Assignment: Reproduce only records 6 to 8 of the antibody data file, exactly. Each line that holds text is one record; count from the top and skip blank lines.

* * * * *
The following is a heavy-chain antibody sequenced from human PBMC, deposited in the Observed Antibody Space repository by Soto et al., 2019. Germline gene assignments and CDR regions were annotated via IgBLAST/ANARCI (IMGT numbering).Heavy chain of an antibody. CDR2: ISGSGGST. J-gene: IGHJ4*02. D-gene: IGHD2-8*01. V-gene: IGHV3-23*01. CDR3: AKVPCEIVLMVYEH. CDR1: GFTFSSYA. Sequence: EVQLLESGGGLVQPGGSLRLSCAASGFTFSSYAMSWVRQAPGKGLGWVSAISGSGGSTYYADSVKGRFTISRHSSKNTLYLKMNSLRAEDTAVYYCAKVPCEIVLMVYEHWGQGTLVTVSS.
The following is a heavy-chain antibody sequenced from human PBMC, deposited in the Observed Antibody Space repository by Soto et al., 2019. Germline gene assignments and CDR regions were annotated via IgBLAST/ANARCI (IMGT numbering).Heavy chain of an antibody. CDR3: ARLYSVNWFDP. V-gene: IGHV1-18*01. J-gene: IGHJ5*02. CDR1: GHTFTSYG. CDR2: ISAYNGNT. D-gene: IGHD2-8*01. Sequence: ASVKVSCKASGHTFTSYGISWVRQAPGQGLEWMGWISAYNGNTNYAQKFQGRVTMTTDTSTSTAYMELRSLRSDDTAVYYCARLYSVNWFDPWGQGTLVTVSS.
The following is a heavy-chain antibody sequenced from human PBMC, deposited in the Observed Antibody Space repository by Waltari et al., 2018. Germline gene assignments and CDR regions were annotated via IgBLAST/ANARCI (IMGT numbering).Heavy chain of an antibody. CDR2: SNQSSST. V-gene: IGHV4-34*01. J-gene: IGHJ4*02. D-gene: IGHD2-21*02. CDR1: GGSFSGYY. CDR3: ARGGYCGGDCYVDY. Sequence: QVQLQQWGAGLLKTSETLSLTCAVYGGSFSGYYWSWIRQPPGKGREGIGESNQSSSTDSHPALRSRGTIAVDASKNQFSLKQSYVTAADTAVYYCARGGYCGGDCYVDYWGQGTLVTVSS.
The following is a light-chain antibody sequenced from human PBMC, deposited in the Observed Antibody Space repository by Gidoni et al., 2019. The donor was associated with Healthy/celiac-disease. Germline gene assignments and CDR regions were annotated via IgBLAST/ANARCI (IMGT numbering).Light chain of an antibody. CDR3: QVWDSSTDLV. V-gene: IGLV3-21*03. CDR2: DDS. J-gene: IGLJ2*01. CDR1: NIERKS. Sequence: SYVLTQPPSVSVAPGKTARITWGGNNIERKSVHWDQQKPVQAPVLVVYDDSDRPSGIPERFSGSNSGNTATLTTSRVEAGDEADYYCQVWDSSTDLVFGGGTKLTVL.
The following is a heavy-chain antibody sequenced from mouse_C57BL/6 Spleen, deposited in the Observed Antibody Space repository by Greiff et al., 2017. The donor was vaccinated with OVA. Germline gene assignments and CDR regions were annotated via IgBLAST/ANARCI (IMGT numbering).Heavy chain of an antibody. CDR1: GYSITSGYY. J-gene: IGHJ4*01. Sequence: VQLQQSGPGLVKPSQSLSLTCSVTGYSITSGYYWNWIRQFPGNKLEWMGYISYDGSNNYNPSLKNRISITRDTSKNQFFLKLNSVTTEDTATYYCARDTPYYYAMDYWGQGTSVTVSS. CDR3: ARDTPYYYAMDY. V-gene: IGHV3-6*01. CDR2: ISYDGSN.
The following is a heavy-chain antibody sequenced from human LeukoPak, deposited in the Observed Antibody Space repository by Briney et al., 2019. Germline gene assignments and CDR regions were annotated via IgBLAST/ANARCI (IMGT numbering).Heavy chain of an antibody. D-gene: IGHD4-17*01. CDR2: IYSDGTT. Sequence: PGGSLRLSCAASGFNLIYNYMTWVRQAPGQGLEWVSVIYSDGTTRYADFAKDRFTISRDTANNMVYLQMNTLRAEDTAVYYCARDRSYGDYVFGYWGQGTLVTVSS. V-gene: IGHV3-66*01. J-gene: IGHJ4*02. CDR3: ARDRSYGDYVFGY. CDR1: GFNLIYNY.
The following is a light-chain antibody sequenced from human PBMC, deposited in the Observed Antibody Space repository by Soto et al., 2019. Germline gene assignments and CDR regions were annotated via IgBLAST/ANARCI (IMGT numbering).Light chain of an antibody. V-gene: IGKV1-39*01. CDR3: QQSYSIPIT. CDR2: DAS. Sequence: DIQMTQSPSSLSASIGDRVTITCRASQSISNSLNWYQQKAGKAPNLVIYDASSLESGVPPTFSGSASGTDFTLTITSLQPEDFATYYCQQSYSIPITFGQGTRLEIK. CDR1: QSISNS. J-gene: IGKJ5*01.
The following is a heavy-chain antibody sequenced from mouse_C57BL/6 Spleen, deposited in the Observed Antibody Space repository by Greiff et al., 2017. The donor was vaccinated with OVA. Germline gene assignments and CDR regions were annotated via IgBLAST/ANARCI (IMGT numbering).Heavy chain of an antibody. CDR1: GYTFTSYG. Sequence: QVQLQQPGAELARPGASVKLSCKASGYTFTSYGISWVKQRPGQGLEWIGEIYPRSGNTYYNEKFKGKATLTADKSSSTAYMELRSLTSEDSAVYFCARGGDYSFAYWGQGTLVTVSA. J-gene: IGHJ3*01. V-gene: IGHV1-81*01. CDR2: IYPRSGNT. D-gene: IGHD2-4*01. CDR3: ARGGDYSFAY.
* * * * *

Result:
The following is a heavy-chain antibody sequenced from human LeukoPak, deposited in the Observed Antibody Space repository by Briney et al., 2019. Germline gene assignments and CDR regions were annotated via IgBLAST/ANARCI (IMGT numbering).Heavy chain of an antibody. D-gene: IGHD4-17*01. CDR2: IYSDGTT. Sequence: PGGSLRLSCAASGFNLIYNYMTWVRQAPGQGLEWVSVIYSDGTTRYADFAKDRFTISRDTANNMVYLQMNTLRAEDTAVYYCARDRSYGDYVFGYWGQGTLVTVSS. V-gene: IGHV3-66*01. J-gene: IGHJ4*02. CDR3: ARDRSYGDYVFGY. CDR1: GFNLIYNY.
The following is a light-chain antibody sequenced from human PBMC, deposited in the Observed Antibody Space repository by Soto et al., 2019. Germline gene assignments and CDR regions were annotated via IgBLAST/ANARCI (IMGT numbering).Light chain of an antibody. V-gene: IGKV1-39*01. CDR3: QQSYSIPIT. CDR2: DAS. Sequence: DIQMTQSPSSLSASIGDRVTITCRASQSISNSLNWYQQKAGKAPNLVIYDASSLESGVPPTFSGSASGTDFTLTITSLQPEDFATYYCQQSYSIPITFGQGTRLEIK. CDR1: QSISNS. J-gene: IGKJ5*01.
The following is a heavy-chain antibody sequenced from mouse_C57BL/6 Spleen, deposited in the Observed Antibody Space repository by Greiff et al., 2017. The donor was vaccinated with OVA. Germline gene assignments and CDR regions were annotated via IgBLAST/ANARCI (IMGT numbering).Heavy chain of an antibody. CDR1: GYTFTSYG. Sequence: QVQLQQPGAELARPGASVKLSCKASGYTFTSYGISWVKQRPGQGLEWIGEIYPRSGNTYYNEKFKGKATLTADKSSSTAYMELRSLTSEDSAVYFCARGGDYSFAYWGQGTLVTVSA. J-gene: IGHJ3*01. V-gene: IGHV1-81*01. CDR2: IYPRSGNT. D-gene: IGHD2-4*01. CDR3: ARGGDYSFAY.